Competition law regulates the business conduct of market participants. It ensures that trademarks, goods, services, activities, or personal or business relationships of competitors are not disparaged or denigrated.
Antitrust law protects smaller market participants in particular from individual companies abusing their monopoly position, which they have de facto acquired, for example, on the basis of their patents.
Within the framework of the supplementary protection of achievements under competition law, companies are protected against imitation of their goods or services by competitors by the Unfair Competition Act (UWG). This covers both deception about the true origin of the imitated goods or services and unfair exploitation of the original's reputation.
In reality, the boundaries between plagiarism and permissible imitation are fluid - and it is precisely this line of demarcation that concerns both the courts and the patent attorneys and attorneys-at-law of our firm. Especially in complex, technical cases, the expertise of our IP experts is crucial for a proper assessment.
WR advises companies on the permissibility of business acts, in particular advertising measures and advertising statements, as well as press releases and litigation reporting. Similarly, we also examine corresponding actions by competitors.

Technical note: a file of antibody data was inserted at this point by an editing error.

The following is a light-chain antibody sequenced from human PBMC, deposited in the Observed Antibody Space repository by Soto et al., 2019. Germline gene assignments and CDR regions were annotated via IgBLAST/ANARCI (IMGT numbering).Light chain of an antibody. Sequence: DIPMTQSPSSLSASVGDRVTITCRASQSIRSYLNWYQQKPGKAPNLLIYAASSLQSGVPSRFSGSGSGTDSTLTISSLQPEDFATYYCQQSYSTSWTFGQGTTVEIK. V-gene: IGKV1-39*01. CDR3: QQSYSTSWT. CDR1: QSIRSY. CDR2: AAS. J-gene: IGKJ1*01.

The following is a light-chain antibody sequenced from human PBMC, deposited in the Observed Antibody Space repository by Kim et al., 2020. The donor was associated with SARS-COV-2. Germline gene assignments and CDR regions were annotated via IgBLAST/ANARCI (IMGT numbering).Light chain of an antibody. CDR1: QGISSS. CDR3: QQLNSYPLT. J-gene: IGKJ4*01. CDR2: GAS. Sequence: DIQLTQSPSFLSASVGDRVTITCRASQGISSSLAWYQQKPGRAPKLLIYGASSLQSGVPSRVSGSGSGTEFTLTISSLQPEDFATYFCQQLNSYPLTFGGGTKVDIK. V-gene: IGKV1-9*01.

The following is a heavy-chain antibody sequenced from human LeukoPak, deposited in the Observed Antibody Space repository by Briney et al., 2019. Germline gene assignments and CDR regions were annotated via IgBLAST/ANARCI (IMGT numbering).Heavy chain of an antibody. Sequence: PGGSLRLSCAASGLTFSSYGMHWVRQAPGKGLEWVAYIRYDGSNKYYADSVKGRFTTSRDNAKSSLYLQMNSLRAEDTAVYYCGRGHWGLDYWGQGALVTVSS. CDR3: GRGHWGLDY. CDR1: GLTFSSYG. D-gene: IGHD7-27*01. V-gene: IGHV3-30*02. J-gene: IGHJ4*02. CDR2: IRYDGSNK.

Our advice also includes the extrajudicial and judicial assertion of infringements, for example, by means of warning letters or temporary injunctions.
Property rights give the owner the possibility to prohibit third parties from using the protected object. This gives the owner a quasi-monopoly position. Depending on various factors such as market and market share, this position can lead to conflicts with antitrust law, in particular EU antitrust law. This is particularly the case with technology standards, so-called standard-essential patents (SEP).
Our attorneys advise on IP-related antitrust issues and examine the relevance of contractual agreements and commercial activities under antitrust law.
In addition, we clarify the possibilities and risks of a compulsory license and examine the court requirements for licensing conditions and licensing obligations under FRAND (fair-reasonable-and-non-discriminatory). We also take into account the contractual requirements of standardization authorities, such as the ETSI (European Telecommunications Standards Institute) in the telecommunications sector.
On both the patent owner and licensee side, we advise clients on the requirements of a compulsory license objection in court and strategically plan the individual steps to be taken.